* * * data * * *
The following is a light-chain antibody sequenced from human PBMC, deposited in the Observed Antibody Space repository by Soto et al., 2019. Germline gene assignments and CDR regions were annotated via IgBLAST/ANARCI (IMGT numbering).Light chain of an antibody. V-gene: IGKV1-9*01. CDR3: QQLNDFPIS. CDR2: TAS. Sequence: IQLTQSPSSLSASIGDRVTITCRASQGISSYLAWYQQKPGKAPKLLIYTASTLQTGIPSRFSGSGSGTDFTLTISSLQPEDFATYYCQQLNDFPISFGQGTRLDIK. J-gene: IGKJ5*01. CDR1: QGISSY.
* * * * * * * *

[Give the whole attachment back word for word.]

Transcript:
The following is a light-chain antibody sequenced from human PBMC, deposited in the Observed Antibody Space repository by Soto et al., 2019. Germline gene assignments and CDR regions were annotated via IgBLAST/ANARCI (IMGT numbering).Light chain of an antibody. V-gene: IGKV1-9*01. CDR3: QQLNDFPIS. CDR2: TAS. Sequence: IQLTQSPSSLSASIGDRVTITCRASQGISSYLAWYQQKPGKAPKLLIYTASTLQTGIPSRFSGSGSGTDFTLTISSLQPEDFATYYCQQLNDFPISFGQGTRLDIK. J-gene: IGKJ5*01. CDR1: QGISSY.